Association of Nutrients with Biomarkers of Alzheimer's Disease

Adv Exp Med Biol. 2017;987:257-268. doi: 10.1007/978-3-319-57379-3_23.

Abstract

Prospective cohort studies, cross-sectional surveys, autopsy studies and intervention clinical trials that investigated the association between nutrients and Alzheimer's disease (AD) have been reviewed. To estimate the relationship between specific nutrient intake and the risk of AD, Cochrane Library, PubMed, EMBASE, and the Fisher Center for Alzheimer's Research Foundation were searched for this purpose. Most published observational studies found an inverse relationship between vitamins, n-3 fatty acids and AD. The majority of intervention studies support the beneficial effect of combined vitamins and n-3 fatty acids providing them in the early stages of the disease. Only vitamin E and Zn supplementation failed to show any significant difference on the study population. On the other hand, high dietary intake of saturated fat and brain metal accumulation were positively associated with the incidence of AD.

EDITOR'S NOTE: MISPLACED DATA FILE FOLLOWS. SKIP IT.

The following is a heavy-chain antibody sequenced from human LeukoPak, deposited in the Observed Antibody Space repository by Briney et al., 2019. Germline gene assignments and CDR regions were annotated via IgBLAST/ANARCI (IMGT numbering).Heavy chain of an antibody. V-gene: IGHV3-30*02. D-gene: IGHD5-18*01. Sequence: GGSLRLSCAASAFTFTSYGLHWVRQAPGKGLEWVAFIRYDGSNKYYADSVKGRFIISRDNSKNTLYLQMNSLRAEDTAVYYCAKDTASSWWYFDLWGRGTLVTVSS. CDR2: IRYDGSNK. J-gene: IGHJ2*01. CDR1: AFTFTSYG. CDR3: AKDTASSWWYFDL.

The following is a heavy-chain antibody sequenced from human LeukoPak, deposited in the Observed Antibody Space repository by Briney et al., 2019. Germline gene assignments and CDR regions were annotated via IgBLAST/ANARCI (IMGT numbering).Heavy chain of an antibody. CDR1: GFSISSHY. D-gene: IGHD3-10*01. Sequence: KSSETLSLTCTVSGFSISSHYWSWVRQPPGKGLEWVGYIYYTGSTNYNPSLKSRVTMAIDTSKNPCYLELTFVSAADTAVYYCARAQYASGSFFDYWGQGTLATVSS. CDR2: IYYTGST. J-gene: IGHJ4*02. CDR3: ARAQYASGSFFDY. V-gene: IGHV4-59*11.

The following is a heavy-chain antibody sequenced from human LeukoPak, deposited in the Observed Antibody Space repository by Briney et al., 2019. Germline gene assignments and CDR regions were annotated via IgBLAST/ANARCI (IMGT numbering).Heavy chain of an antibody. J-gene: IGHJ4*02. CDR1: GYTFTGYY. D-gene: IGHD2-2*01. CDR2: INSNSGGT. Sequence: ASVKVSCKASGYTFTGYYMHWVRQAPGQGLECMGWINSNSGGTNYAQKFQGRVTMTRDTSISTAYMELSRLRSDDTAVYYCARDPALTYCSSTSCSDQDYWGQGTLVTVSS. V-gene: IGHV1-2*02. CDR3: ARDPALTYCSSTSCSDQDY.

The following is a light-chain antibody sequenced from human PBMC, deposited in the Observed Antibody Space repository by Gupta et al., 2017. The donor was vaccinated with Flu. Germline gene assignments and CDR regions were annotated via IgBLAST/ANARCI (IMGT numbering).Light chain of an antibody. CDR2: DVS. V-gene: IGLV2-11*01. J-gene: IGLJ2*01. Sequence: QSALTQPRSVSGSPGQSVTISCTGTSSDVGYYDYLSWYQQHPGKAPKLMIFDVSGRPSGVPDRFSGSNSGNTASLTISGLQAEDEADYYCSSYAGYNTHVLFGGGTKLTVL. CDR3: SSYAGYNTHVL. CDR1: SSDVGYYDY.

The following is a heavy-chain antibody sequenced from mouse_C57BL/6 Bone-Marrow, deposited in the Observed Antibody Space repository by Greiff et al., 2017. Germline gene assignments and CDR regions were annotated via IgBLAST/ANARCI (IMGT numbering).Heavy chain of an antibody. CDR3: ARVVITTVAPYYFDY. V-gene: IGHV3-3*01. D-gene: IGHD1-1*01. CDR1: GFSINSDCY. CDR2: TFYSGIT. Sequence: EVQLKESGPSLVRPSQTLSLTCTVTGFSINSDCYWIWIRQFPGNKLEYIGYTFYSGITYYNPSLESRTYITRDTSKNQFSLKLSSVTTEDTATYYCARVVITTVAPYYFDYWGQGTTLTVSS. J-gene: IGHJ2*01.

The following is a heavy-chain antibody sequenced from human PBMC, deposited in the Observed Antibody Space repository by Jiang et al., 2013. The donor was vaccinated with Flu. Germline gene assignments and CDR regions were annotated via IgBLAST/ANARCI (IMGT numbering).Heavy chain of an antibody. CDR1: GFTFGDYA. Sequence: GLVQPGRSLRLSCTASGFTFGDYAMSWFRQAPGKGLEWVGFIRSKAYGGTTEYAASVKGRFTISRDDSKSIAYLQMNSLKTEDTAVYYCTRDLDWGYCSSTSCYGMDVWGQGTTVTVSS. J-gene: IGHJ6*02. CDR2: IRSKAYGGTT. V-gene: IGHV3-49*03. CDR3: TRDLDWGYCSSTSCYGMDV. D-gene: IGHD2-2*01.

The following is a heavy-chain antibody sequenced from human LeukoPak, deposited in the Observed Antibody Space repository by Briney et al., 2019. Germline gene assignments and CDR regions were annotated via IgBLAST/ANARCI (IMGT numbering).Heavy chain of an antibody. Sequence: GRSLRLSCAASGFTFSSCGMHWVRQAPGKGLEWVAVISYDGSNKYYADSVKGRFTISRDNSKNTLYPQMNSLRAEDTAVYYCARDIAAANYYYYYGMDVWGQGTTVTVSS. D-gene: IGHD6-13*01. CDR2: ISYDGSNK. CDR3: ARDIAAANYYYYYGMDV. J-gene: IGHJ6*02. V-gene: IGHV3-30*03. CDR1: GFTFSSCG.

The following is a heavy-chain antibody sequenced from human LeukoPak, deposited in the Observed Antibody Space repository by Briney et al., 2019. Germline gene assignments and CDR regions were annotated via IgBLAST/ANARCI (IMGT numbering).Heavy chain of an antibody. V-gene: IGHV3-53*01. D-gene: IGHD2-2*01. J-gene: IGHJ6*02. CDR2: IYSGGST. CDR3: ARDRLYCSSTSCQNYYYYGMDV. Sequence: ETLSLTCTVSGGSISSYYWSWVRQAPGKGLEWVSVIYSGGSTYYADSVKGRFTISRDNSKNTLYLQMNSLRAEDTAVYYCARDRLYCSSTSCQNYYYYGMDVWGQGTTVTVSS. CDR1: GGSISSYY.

Keywords: Alzheimer’s disease; Cognitive impairment; Fatty acids; Metals; Minerals; Neurodegenerative disease; Nutrients; Polyphenols; Vitamins.

Publication types

  • Review

MeSH terms

  • Alzheimer Disease / diagnosis
  • Alzheimer Disease / physiopathology*
  • Alzheimer Disease / psychology
  • Ascorbic Acid / analysis
  • Ascorbic Acid / blood
  • Ascorbic Acid / cerebrospinal fluid
  • Biomarkers / analysis*
  • Biomarkers / blood
  • Biomarkers / cerebrospinal fluid
  • Cognition / physiology
  • Diet*
  • Energy Intake / physiology*
  • Humans
  • Nutritional Physiological Phenomena / physiology*

Substances

  • Biomarkers
  • Ascorbic Acid